Alex's Fishing Report 18 August 2016
This week I’m giving you a heads up on the 29th Humminbird Corroboree Park Challenge which is scheduled for 21-23 October.
Hosted by the Palmerston Game Fishing Club, this is the 29th anniversary of this iconic family fishing competition which is open to the general public.
The fishing grounds are all waterways east of Corroboree Park Tavern, including all Kakadu billabongs, that are open to the public and do not require a permit to enter.
As always, the winner will be the angler who catches the biggest barra by length, with a photo submitted of the fish on a measuring device together with the registration card.
Registration will take place at 5-8.00pm Friday 21 October or 7-10.00am Saturday 22 October, and there is free camping at Corroboree Park Tavern.
In total there are an incredible 18 prize categories, including plenty for the young male and female anglers in your family.
But it is still very much a serious barra competition with over $20,000 in prizes up for grabs.
I remember the old days of the Corroboree Park Challenge, when all fish were presented gilled and gutted at a weigh-in.
I don’t reckon too many of those Corroboree Billabong barra ever made it to the dinner table.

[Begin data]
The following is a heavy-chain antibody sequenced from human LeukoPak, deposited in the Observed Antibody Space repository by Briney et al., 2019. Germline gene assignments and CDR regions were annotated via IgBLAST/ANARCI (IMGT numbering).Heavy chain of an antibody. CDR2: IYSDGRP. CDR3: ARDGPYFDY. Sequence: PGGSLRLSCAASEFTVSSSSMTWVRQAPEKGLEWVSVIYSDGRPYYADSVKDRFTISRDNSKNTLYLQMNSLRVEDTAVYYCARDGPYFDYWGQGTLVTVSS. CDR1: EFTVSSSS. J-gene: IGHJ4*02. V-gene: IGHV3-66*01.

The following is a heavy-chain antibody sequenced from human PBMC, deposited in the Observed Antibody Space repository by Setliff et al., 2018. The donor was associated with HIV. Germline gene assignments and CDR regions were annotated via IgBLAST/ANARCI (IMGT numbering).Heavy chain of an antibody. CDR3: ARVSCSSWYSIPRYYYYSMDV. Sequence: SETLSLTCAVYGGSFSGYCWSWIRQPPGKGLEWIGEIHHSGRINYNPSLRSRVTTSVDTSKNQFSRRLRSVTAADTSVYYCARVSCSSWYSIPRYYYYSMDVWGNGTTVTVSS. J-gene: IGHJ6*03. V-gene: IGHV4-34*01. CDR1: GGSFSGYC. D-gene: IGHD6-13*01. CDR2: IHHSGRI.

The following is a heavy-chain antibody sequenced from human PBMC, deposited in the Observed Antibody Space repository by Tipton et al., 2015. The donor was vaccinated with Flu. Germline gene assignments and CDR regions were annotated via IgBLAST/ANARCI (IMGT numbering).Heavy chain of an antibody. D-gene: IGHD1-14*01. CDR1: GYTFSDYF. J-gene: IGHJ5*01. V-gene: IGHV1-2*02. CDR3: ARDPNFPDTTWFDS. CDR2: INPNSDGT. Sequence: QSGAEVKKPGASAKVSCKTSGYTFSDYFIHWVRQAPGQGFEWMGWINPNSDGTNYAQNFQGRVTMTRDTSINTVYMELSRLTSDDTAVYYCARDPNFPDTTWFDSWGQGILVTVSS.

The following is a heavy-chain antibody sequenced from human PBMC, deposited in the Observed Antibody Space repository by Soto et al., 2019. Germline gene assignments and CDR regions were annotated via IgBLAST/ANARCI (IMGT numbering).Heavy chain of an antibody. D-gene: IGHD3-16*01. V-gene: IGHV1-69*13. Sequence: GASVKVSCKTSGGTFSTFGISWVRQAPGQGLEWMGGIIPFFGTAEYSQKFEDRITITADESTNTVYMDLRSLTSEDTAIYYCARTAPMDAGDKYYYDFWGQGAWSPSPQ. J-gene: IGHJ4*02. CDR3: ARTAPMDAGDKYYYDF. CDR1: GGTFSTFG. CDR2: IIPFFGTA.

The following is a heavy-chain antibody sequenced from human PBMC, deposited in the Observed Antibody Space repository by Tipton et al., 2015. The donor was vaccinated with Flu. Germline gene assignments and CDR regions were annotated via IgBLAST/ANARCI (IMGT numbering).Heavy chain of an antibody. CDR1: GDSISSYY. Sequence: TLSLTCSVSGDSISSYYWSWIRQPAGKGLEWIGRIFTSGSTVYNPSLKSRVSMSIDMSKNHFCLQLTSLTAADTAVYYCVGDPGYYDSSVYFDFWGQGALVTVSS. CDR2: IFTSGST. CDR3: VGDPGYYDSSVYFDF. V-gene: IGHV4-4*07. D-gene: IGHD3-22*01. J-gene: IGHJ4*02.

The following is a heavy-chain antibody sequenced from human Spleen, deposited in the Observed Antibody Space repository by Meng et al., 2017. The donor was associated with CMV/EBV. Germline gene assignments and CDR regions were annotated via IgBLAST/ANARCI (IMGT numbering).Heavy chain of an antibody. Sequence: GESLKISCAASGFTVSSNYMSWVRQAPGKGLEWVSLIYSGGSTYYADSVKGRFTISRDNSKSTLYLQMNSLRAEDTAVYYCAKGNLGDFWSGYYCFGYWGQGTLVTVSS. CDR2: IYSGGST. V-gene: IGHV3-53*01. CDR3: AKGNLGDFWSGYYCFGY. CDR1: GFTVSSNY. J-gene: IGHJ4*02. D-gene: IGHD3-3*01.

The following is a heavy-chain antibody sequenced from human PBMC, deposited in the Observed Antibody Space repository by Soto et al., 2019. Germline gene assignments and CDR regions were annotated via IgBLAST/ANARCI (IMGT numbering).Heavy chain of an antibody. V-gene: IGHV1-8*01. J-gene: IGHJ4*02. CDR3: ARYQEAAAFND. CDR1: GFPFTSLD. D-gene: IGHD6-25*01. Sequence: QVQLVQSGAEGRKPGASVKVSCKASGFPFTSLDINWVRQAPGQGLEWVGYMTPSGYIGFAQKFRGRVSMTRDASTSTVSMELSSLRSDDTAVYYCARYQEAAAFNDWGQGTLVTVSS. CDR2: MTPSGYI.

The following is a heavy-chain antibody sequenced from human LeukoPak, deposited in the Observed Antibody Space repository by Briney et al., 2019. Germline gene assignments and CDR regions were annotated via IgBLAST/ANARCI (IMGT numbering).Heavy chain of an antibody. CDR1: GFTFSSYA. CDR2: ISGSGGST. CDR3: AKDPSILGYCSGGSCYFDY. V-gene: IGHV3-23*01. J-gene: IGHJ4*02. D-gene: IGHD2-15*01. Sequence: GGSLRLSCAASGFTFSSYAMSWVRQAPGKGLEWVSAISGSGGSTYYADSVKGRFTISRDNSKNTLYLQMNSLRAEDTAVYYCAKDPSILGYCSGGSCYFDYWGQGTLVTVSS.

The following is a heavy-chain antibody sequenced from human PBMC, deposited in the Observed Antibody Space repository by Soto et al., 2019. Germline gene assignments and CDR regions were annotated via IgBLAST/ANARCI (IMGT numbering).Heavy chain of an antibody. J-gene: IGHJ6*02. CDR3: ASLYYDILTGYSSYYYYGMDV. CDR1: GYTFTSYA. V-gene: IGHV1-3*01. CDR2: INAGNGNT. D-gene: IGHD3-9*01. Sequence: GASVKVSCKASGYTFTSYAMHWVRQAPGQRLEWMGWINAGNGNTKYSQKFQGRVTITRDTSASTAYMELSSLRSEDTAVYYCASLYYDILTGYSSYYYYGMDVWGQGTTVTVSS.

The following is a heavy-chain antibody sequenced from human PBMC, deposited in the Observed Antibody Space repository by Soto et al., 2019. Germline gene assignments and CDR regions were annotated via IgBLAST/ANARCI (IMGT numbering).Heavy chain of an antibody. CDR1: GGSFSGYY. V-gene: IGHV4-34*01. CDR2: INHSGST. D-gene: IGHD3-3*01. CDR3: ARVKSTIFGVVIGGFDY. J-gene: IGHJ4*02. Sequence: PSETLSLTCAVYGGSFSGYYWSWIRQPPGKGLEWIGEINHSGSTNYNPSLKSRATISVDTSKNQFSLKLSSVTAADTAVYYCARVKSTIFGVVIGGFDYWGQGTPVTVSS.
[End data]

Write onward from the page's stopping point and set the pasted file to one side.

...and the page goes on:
That’s the nature of all our major fishing competitions nowadays: all fish are measured and released, with a lie-detector photograph taken first.
When you think about it, the fishing area is vast, and includes plenty of tidal water at the Mary River, South Alligator River and East Alligator River, so there are plenty of places to target seriously-big barra.
No doubt, most competitors will be fishing Corroboree Billabong, especially those who will fish through the nights.
Lines in on the Friday is at 5.30pm, and competitors can fish right through so long as they are queued up at the tavern with their SD card of fish photos by 3.00pm Sunday.
It’s pretty hard to beat the tides this weekend for a shot at a harbour barra.
I love Sunday’s low tide in particular which gets down to just 1.2m at 2.20pm following an 8.08am high tide of 7.5m.
That’s over 6m of fall so the water will be dropping fast around midday, and that’s one window of opportunity to find a good barra bite on the snake drains winding off the flats from the mangroves.
The second and perhaps best window will be when the incoming 7.1m tide starts pushing bait into the gutters.
It won’t last long before the rising tide floods into the mangroves, but the barra know this too and will be hunting like mad while the bait is congregated in the swelling gutters waiting to get “home” in the mangroves.
By the way, if you are up to traveling to Bynoe Harbour, it’s the same recipe.
Brett Stevens (left) and Sam Toulim with a Corroboree double header caught on Gulp Shrimps fishing with Roger Sinclair.
Junior angler Isabel Povey caught this beaut barra in last year’s Humminbird Corroboree Park Challenge.
Mitchell Davis’ barra was also caught in last year’s Corroboree Park Challenge.
Shaun Stringer fished Corroboree Billabong for his weigher in the junior section of the 2015 Corroboree Park Challenge.